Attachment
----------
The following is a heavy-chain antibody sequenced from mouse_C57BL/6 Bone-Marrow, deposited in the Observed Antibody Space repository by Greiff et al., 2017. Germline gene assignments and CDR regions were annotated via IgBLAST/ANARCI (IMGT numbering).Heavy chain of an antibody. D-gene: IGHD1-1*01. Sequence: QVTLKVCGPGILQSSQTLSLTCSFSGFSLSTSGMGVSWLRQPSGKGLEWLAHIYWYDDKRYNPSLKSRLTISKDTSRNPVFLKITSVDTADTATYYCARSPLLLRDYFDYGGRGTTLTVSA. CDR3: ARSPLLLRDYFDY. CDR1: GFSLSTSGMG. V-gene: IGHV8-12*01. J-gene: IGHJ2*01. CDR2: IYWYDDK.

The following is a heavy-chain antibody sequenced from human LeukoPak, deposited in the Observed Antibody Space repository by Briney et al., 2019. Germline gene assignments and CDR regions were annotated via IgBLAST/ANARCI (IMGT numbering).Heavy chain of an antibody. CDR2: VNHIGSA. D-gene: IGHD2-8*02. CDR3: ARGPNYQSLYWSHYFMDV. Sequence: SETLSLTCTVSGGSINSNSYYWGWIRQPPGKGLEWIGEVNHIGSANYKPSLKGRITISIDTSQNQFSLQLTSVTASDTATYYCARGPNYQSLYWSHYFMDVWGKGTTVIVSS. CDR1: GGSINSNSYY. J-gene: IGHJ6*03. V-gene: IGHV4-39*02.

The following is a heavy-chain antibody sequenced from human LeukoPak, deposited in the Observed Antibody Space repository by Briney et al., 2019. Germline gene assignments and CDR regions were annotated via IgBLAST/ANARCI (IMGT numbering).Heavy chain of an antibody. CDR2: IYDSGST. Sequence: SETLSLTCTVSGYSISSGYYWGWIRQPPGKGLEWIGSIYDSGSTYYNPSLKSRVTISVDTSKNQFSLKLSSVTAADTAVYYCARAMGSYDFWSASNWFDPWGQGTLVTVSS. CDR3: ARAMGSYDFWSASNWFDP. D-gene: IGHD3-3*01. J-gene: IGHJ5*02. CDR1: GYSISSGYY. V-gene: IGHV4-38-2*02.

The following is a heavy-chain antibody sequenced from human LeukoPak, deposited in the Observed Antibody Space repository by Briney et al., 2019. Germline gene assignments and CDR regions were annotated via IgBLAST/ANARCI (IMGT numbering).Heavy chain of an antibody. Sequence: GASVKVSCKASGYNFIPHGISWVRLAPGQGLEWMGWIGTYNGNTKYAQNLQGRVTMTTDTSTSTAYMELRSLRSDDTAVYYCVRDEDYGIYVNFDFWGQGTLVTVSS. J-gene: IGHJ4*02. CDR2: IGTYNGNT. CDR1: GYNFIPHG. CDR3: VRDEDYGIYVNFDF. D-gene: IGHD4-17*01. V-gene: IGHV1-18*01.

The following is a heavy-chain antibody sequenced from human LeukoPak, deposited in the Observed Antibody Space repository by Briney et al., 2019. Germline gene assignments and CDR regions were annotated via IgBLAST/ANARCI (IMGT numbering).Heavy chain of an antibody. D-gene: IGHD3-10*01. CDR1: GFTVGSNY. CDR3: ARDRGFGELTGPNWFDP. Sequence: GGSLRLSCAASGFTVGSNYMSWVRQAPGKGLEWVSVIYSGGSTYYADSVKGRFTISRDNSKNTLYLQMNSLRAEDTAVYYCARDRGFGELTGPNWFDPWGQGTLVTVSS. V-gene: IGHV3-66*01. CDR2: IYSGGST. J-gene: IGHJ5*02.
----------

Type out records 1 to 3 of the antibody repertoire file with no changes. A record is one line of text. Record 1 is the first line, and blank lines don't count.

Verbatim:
The following is a heavy-chain antibody sequenced from mouse_C57BL/6 Bone-Marrow, deposited in the Observed Antibody Space repository by Greiff et al., 2017. Germline gene assignments and CDR regions were annotated via IgBLAST/ANARCI (IMGT numbering).Heavy chain of an antibody. D-gene: IGHD1-1*01. Sequence: QVTLKVCGPGILQSSQTLSLTCSFSGFSLSTSGMGVSWLRQPSGKGLEWLAHIYWYDDKRYNPSLKSRLTISKDTSRNPVFLKITSVDTADTATYYCARSPLLLRDYFDYGGRGTTLTVSA. CDR3: ARSPLLLRDYFDY. CDR1: GFSLSTSGMG. V-gene: IGHV8-12*01. J-gene: IGHJ2*01. CDR2: IYWYDDK.

The following is a heavy-chain antibody sequenced from human LeukoPak, deposited in the Observed Antibody Space repository by Briney et al., 2019. Germline gene assignments and CDR regions were annotated via IgBLAST/ANARCI (IMGT numbering).Heavy chain of an antibody. CDR2: VNHIGSA. D-gene: IGHD2-8*02. CDR3: ARGPNYQSLYWSHYFMDV. Sequence: SETLSLTCTVSGGSINSNSYYWGWIRQPPGKGLEWIGEVNHIGSANYKPSLKGRITISIDTSQNQFSLQLTSVTASDTATYYCARGPNYQSLYWSHYFMDVWGKGTTVIVSS. CDR1: GGSINSNSYY. J-gene: IGHJ6*03. V-gene: IGHV4-39*02.

The following is a heavy-chain antibody sequenced from human LeukoPak, deposited in the Observed Antibody Space repository by Briney et al., 2019. Germline gene assignments and CDR regions were annotated via IgBLAST/ANARCI (IMGT numbering).Heavy chain of an antibody. CDR2: IYDSGST. Sequence: SETLSLTCTVSGYSISSGYYWGWIRQPPGKGLEWIGSIYDSGSTYYNPSLKSRVTISVDTSKNQFSLKLSSVTAADTAVYYCARAMGSYDFWSASNWFDPWGQGTLVTVSS. CDR3: ARAMGSYDFWSASNWFDP. D-gene: IGHD3-3*01. J-gene: IGHJ5*02. CDR1: GYSISSGYY. V-gene: IGHV4-38-2*02.